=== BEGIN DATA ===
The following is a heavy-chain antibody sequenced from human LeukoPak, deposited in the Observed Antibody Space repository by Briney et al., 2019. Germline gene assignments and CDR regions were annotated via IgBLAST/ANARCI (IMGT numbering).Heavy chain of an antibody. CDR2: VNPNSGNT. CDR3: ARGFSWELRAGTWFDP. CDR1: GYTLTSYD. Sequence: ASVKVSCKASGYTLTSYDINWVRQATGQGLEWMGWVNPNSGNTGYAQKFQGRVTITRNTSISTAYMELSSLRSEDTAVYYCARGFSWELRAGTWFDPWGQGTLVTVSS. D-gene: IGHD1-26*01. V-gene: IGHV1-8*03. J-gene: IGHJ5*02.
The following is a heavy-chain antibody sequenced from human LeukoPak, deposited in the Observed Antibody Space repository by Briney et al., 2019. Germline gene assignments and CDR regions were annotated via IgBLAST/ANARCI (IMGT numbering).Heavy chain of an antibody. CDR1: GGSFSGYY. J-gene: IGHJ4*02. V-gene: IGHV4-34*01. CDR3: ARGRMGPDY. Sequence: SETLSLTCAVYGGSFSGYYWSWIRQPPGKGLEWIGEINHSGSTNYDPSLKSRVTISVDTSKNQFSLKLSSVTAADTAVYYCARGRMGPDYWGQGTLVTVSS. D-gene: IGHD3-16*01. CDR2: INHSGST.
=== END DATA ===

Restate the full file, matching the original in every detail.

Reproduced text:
The following is a heavy-chain antibody sequenced from human LeukoPak, deposited in the Observed Antibody Space repository by Briney et al., 2019. Germline gene assignments and CDR regions were annotated via IgBLAST/ANARCI (IMGT numbering).Heavy chain of an antibody. CDR2: VNPNSGNT. CDR3: ARGFSWELRAGTWFDP. CDR1: GYTLTSYD. Sequence: ASVKVSCKASGYTLTSYDINWVRQATGQGLEWMGWVNPNSGNTGYAQKFQGRVTITRNTSISTAYMELSSLRSEDTAVYYCARGFSWELRAGTWFDPWGQGTLVTVSS. D-gene: IGHD1-26*01. V-gene: IGHV1-8*03. J-gene: IGHJ5*02.
The following is a heavy-chain antibody sequenced from human LeukoPak, deposited in the Observed Antibody Space repository by Briney et al., 2019. Germline gene assignments and CDR regions were annotated via IgBLAST/ANARCI (IMGT numbering).Heavy chain of an antibody. CDR1: GGSFSGYY. J-gene: IGHJ4*02. V-gene: IGHV4-34*01. CDR3: ARGRMGPDY. Sequence: SETLSLTCAVYGGSFSGYYWSWIRQPPGKGLEWIGEINHSGSTNYDPSLKSRVTISVDTSKNQFSLKLSSVTAADTAVYYCARGRMGPDYWGQGTLVTVSS. D-gene: IGHD3-16*01. CDR2: INHSGST.